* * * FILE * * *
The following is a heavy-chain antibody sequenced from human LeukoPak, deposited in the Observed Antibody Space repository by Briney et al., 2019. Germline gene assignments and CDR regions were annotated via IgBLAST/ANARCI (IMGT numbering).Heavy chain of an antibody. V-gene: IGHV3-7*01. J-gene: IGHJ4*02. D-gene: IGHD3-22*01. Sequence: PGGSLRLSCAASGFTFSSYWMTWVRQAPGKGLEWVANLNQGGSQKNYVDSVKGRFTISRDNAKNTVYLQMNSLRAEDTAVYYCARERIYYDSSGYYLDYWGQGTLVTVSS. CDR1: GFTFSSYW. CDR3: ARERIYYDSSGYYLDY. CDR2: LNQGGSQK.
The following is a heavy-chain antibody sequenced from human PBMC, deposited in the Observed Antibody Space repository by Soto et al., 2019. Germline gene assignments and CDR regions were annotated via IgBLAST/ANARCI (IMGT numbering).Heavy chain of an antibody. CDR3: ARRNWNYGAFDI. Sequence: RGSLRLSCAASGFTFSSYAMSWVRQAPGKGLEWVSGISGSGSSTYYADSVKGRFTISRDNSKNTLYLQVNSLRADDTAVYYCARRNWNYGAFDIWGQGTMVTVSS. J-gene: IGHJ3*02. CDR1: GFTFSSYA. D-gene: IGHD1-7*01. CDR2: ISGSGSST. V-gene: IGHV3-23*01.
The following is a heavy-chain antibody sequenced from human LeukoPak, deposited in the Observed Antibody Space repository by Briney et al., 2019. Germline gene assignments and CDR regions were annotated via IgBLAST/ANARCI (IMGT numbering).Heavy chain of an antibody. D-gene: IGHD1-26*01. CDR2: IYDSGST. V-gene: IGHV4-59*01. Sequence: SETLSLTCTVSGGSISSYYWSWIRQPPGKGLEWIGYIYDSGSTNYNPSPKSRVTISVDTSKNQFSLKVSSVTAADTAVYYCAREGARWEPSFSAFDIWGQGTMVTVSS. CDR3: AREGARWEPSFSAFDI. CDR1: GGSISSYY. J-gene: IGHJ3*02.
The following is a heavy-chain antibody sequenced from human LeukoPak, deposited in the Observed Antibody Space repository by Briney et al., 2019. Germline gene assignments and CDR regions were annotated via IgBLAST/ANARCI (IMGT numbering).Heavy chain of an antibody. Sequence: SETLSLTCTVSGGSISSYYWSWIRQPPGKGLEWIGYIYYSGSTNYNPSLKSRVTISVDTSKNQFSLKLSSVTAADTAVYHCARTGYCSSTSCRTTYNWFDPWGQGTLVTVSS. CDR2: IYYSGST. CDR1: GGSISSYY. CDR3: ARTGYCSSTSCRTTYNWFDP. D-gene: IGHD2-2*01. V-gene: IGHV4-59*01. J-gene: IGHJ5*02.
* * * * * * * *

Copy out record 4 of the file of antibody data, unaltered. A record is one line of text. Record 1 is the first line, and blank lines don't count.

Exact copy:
The following is a heavy-chain antibody sequenced from human LeukoPak, deposited in the Observed Antibody Space repository by Briney et al., 2019. Germline gene assignments and CDR regions were annotated via IgBLAST/ANARCI (IMGT numbering).Heavy chain of an antibody. Sequence: SETLSLTCTVSGGSISSYYWSWIRQPPGKGLEWIGYIYYSGSTNYNPSLKSRVTISVDTSKNQFSLKLSSVTAADTAVYHCARTGYCSSTSCRTTYNWFDPWGQGTLVTVSS. CDR2: IYYSGST. CDR1: GGSISSYY. CDR3: ARTGYCSSTSCRTTYNWFDP. D-gene: IGHD2-2*01. V-gene: IGHV4-59*01. J-gene: IGHJ5*02.